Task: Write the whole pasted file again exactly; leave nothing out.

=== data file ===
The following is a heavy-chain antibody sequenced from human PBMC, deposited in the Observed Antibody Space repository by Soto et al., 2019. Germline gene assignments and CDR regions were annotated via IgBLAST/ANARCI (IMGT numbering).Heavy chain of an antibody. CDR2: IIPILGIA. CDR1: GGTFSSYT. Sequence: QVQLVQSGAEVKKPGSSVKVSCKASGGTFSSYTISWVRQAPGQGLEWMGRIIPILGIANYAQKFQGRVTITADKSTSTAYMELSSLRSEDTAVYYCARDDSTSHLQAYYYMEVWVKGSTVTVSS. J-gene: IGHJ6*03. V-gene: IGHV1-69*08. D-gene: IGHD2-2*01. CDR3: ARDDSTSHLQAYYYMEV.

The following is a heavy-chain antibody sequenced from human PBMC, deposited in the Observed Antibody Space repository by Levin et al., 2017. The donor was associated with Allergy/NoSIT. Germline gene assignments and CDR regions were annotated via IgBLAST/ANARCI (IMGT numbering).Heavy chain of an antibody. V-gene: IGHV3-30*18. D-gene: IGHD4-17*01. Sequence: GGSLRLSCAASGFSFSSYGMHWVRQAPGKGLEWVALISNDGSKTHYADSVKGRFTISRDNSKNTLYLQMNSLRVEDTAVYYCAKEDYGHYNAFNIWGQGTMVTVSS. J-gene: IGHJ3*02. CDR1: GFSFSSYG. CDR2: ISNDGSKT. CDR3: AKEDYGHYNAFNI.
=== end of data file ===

The following is a heavy-chain antibody sequenced from human PBMC, deposited in the Observed Antibody Space repository by Soto et al., 2019. Germline gene assignments and CDR regions were annotated via IgBLAST/ANARCI (IMGT numbering).Heavy chain of an antibody. CDR2: IIPILGIA. CDR1: GGTFSSYT. Sequence: QVQLVQSGAEVKKPGSSVKVSCKASGGTFSSYTISWVRQAPGQGLEWMGRIIPILGIANYAQKFQGRVTITADKSTSTAYMELSSLRSEDTAVYYCARDDSTSHLQAYYYMEVWVKGSTVTVSS. J-gene: IGHJ6*03. V-gene: IGHV1-69*08. D-gene: IGHD2-2*01. CDR3: ARDDSTSHLQAYYYMEV.

The following is a heavy-chain antibody sequenced from human PBMC, deposited in the Observed Antibody Space repository by Levin et al., 2017. The donor was associated with Allergy/NoSIT. Germline gene assignments and CDR regions were annotated via IgBLAST/ANARCI (IMGT numbering).Heavy chain of an antibody. V-gene: IGHV3-30*18. D-gene: IGHD4-17*01. Sequence: GGSLRLSCAASGFSFSSYGMHWVRQAPGKGLEWVALISNDGSKTHYADSVKGRFTISRDNSKNTLYLQMNSLRVEDTAVYYCAKEDYGHYNAFNIWGQGTMVTVSS. J-gene: IGHJ3*02. CDR1: GFSFSSYG. CDR2: ISNDGSKT. CDR3: AKEDYGHYNAFNI.